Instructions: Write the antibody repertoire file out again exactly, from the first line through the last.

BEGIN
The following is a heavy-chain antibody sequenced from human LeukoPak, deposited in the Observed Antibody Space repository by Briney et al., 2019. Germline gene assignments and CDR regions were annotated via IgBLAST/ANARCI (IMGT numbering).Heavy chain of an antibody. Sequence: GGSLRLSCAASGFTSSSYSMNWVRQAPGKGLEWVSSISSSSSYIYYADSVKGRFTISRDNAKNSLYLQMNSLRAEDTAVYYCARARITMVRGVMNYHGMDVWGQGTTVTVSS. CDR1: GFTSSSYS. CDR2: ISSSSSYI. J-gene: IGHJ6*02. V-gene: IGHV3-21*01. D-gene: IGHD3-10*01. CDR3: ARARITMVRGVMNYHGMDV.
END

The following is a heavy-chain antibody sequenced from human LeukoPak, deposited in the Observed Antibody Space repository by Briney et al., 2019. Germline gene assignments and CDR regions were annotated via IgBLAST/ANARCI (IMGT numbering).Heavy chain of an antibody. Sequence: GGSLRLSCAASGFTSSSYSMNWVRQAPGKGLEWVSSISSSSSYIYYADSVKGRFTISRDNAKNSLYLQMNSLRAEDTAVYYCARARITMVRGVMNYHGMDVWGQGTTVTVSS. CDR1: GFTSSSYS. CDR2: ISSSSSYI. J-gene: IGHJ6*02. V-gene: IGHV3-21*01. D-gene: IGHD3-10*01. CDR3: ARARITMVRGVMNYHGMDV.